Once again, conservation yielded to commerce today. The proposal to ban global trade in Atlantic bluefin tuna -- the international poster child for overfishing -- was always a long shot. Nonetheless, it's a huge disappointment that delegates to the Convention on International Trade in Endangered Species (CITES) today rejected the ban by a wide margin.
Fishing nations led by Japan were more swayed by potential economic losses than the prospect of driving a magnificent ocean animal to extinction. Despite their apparent self-interest in the long-term survival of the species, Japan and other Asian countries lobbied hard to defeat the proposed trade ban. Delegates in Doha, Qatar opted to leave management of the fast-collapsing Atlantic bluefin population in the hands of the International Commission for the Conservation of Atlantic Tunas -- the body that has failed repeatedly for more than three decades to conserve the species.
I am heartened by one thing. We're finally talking about the Atlantic bluefin tuna in the same way we discuss lions, tigers and other charismatic (and endangered) land animals. These are amazing creatures, top predators facing serious threats to their survival, and the international community must act.
We didn't win this time around, but it was an important step forward in gaining broad public recognition of the problem. And elevating the debate puts fishery managers on notice that the world will be watching as they redouble efforts to develop a recovery plan for the bluefin tuna.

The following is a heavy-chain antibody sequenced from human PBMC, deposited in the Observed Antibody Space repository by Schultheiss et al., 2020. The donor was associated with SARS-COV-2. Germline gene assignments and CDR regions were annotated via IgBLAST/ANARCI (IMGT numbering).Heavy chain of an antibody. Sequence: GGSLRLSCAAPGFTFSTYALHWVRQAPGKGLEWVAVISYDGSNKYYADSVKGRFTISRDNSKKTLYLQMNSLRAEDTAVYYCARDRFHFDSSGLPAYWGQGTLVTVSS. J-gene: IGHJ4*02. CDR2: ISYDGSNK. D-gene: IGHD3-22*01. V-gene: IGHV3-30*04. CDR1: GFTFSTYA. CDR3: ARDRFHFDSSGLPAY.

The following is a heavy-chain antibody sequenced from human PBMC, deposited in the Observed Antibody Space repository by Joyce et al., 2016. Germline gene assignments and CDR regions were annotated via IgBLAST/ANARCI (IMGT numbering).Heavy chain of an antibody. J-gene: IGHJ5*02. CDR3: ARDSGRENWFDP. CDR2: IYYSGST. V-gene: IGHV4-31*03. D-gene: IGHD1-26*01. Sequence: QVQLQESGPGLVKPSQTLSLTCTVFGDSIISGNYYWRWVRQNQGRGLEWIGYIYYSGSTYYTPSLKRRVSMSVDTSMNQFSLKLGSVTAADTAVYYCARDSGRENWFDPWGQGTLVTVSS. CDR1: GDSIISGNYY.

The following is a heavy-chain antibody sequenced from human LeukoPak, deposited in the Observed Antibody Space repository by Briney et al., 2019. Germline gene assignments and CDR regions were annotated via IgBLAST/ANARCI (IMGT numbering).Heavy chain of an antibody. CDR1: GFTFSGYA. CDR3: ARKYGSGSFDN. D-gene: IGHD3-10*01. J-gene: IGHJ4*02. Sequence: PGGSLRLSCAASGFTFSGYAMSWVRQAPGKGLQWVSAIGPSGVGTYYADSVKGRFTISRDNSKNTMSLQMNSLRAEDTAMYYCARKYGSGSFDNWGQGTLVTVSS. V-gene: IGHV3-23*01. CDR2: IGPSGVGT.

Forging international consensus will be a challenge. The same CITES delegates turned down trade restrictions on eight globally endangered shark species, including oceanic whitetips, hammerheads and spiny dogfish. China and other nations argued -- scientific research notwithstanding -- that shark populations are not plummeting, and that fisheries management agencies are the best place to address the issue. Perhaps so, but they are going to have to do a far better job than ever before to reverse the alarming trends of decline.
Not even polar bears could muster a majority in Doha.
A proposal by the United States to prohibit export of polar bear skins and parts was defeated, and for similar reasons. Opponents said that the economies of polar nations -- notably Canada, which is the only nation that allows export of polar bear hides -- would be hurt by a trade ban, and that polar bears' survival isn't affected by hunting.
Last week, I posed the question: Will we only save the cute? Sometimes, even cute isn't enough.
But a single setback is not decisive. All of us at the Monterey Bay Aquarium are in this for the long haul.
We've been doing our part to inspire conservation of the oceans for more than 25 years -- and opening discussion about the critical issues facing ocean wildlife today, like overfishing (through our Seafood Watch program) and climate change (through a new special exhibition, "Hot Pink Flamingos: Stories of Hope in a Changing Sea").
We'll continue the fundamental scientific research that contributes to understanding the lives of bluefin tuna in the Atlantic and Pacific oceans - research that I'm confident will inform policy decisions when international regulatory bodies finally begin the responsible management of tuna fisheries.
I'm incredibly encouraged that, in just over 24 hours, thousands of our friends and supporters stepped up to encourage U.S. efforts to rally other nations to support the bluefin tuna campaign. I encourage you to join us and add your voice to those standing on the side of ocean wildlife. We didn't prevail this time -- but our day will come.